On the other hand, I find the argument that Moses and Christ and Buddha had the same message difficult to swallow. Reading about Abraham, Job, Moses, and Samuel and so on was what originally made me hate religion. I see no wisdom, nor even sanity, in their stories. I wish someone could explain how it is possible to disagree with this perception.
For many of us it may be very surprising and even suspicious that somebody can question the sanity of western society and thus sanity of the majority of its individual members. How, after all, can people who have achieved such dramatic heights in the scientific thought, who have so rapidly progressed in mutual creation of such elaborated technologies, and who then make them work with an even-increasing efficiency, be not sane?
The answer lies in the definition and the meaning of "sanity". For Fromm the term "in-sane" does not equal "idiot". An in-sane person is not necessarily the one who has abnormally low IQ (intelligence level), but the one who is not truly aware of himself and of his nature, whose reason (i.e. the ability to "grasp the world by thought", to penetrate beneath the surface of things and ideas as opposed to mere ability to manipulate given objects and facts) ceased to develop properly or deteriorated; an in-sane person fails to see the difference between the means for his life - money and material possessions as most straightforward examples - and the aims of life. The one who lives for something that he consciously or unconsciously puts higher than him - be it material things or other persons whom he worships.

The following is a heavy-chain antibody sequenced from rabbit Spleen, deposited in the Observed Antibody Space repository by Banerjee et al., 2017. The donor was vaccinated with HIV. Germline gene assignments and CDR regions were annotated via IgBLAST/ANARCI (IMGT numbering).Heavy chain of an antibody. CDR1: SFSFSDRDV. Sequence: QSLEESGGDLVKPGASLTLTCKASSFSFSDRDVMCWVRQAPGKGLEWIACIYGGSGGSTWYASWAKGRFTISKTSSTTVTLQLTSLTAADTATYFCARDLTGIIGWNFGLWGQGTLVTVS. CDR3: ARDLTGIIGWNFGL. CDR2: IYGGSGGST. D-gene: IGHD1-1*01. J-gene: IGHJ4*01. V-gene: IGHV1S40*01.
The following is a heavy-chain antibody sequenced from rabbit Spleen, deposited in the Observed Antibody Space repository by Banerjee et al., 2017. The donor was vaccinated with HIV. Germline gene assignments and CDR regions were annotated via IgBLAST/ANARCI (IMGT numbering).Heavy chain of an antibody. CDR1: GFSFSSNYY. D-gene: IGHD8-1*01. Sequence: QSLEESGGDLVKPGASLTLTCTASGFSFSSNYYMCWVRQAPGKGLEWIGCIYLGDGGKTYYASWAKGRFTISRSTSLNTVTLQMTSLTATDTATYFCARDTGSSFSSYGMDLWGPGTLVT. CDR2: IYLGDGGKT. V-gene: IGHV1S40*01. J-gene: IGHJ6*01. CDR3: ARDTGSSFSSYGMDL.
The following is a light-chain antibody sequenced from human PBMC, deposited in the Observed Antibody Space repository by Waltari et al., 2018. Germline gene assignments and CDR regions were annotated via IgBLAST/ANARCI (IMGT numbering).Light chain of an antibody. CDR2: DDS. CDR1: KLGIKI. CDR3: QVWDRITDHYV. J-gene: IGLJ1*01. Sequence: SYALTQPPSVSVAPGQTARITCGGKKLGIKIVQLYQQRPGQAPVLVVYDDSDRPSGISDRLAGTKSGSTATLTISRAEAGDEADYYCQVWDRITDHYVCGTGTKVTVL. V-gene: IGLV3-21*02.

The aim of productive, that is truly human, life for Dr. Fromm is threefold: 1) the realization of man's productive powers, 2) development of his reason, and 3) experience of true love - not only of erotic love, but the true love for ones neighbor that so many religions had manifested. His diagnosis is that our average contemporary fails miserably in all three spheres. Again we may at first rebel at such humiliating statement but only until we go along with the author through all the arguments he successively presents in the book.